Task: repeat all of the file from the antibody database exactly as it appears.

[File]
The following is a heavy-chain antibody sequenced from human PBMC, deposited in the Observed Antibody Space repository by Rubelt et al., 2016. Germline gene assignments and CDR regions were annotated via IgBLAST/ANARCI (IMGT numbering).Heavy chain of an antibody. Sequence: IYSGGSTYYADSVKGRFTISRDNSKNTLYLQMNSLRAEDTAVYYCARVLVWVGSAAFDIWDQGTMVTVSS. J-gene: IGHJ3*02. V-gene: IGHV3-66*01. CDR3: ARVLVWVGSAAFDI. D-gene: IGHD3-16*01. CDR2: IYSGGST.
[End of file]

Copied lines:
The following is a heavy-chain antibody sequenced from human PBMC, deposited in the Observed Antibody Space repository by Rubelt et al., 2016. Germline gene assignments and CDR regions were annotated via IgBLAST/ANARCI (IMGT numbering).Heavy chain of an antibody. Sequence: IYSGGSTYYADSVKGRFTISRDNSKNTLYLQMNSLRAEDTAVYYCARVLVWVGSAAFDIWDQGTMVTVSS. J-gene: IGHJ3*02. V-gene: IGHV3-66*01. CDR3: ARVLVWVGSAAFDI. D-gene: IGHD3-16*01. CDR2: IYSGGST.